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question as to the possession of the Haro Archipelago should remain in abeyance, and that no acts of either side, or forbearance from the exercise of jurisdiction, should prejudice the question of the title.

It appears that notwithstanding the definite agreement thus arrived at, the property of the Hudson's Bay Company on the Island of San Juan was in the year 1855 assessed by the civil authorities of Washington Territory; the Company very properly declined to pay taxes attempted to be levied by a foreign power, and their property was, in consequence, advertised and sold by the authorities. (1) A correspondence ensued between the Governors respectively, of Vancouver's Island and Washington Territory, in the course of which the former stated that he was instructed by the British Government to regard the Haro Archipelago as an integral part of the British dominions. A claim for damages in respect of the above-mentioned seizure of property was made by Mr. Crampton, the British Minister at Washington, against the Government of the United States, and at the same time he renewed his proposal for the appointment of a joint commission for the purpose of marking out the boundary line. While thus renewing his former proposal, he suggested that if the Govern. ment of the United States could not, without difficulty, accede to the same, it should join Great Britain in adopting the channel marked by Vancouver as the only navigable channel known, to be the channel intended by the treaty.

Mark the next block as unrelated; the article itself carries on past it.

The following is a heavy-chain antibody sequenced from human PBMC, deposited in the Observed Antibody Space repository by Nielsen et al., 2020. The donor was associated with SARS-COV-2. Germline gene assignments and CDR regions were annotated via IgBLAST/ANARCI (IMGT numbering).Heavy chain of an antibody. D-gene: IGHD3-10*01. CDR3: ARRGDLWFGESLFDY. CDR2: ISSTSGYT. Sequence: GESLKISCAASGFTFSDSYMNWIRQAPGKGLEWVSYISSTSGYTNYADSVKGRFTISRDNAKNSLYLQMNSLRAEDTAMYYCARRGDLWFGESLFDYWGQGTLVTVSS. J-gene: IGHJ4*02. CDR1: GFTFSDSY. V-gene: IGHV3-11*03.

(") American State Papers, pp. 3, 78.

CHAPTER VII.

On the 11th of August, 1856,(1) an Act was at length passed by Congress, authorising the appointment of a commissioner by the United States Executive, to work jointly with a commissioner appointed by Great Britain ; the joint instructions proposed by Mr. Crampton on the former occasion were not, however, accepted, each Government being left at liberty to issue its own instructions to its own officers. By Section 4 of that Act it was provided that, “until otherwise provided for by law, the proceedings of the said commission shall be limited to the demarcation of that part of the said line of boundary which forms the boundary line between Washington Territory and the British possessions.”

Two commissioners were then appointed by the British Government, Captain Prevost and Captain Richards, of the Royal Navy. As a dispute subsequently arose as to the authority with which those commissioners were invested, it will be convenient to insert here the commission by which they were appointed, and the instructions issued to them.

The commission was as follows :o)

“ Whereas, by the first Article of the Treaty concluded and signed at Washington on the 15th day of June, 1846,

(1) American State Papers, p. 3.

(2) American State Papers, p. 99.